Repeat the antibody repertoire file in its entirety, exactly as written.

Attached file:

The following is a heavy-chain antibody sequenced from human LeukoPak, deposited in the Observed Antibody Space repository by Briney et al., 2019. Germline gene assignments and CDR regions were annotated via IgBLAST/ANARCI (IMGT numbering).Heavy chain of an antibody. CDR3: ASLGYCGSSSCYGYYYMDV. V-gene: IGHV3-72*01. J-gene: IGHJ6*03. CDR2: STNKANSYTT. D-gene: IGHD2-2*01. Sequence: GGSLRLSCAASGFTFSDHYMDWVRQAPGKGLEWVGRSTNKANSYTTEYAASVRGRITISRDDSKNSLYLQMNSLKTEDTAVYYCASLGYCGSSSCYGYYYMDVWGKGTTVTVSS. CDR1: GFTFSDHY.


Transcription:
The following is a heavy-chain antibody sequenced from human LeukoPak, deposited in the Observed Antibody Space repository by Briney et al., 2019. Germline gene assignments and CDR regions were annotated via IgBLAST/ANARCI (IMGT numbering).Heavy chain of an antibody. CDR3: ASLGYCGSSSCYGYYYMDV. V-gene: IGHV3-72*01. J-gene: IGHJ6*03. CDR2: STNKANSYTT. D-gene: IGHD2-2*01. Sequence: GGSLRLSCAASGFTFSDHYMDWVRQAPGKGLEWVGRSTNKANSYTTEYAASVRGRITISRDDSKNSLYLQMNSLKTEDTAVYYCASLGYCGSSSCYGYYYMDVWGKGTTVTVSS. CDR1: GFTFSDHY.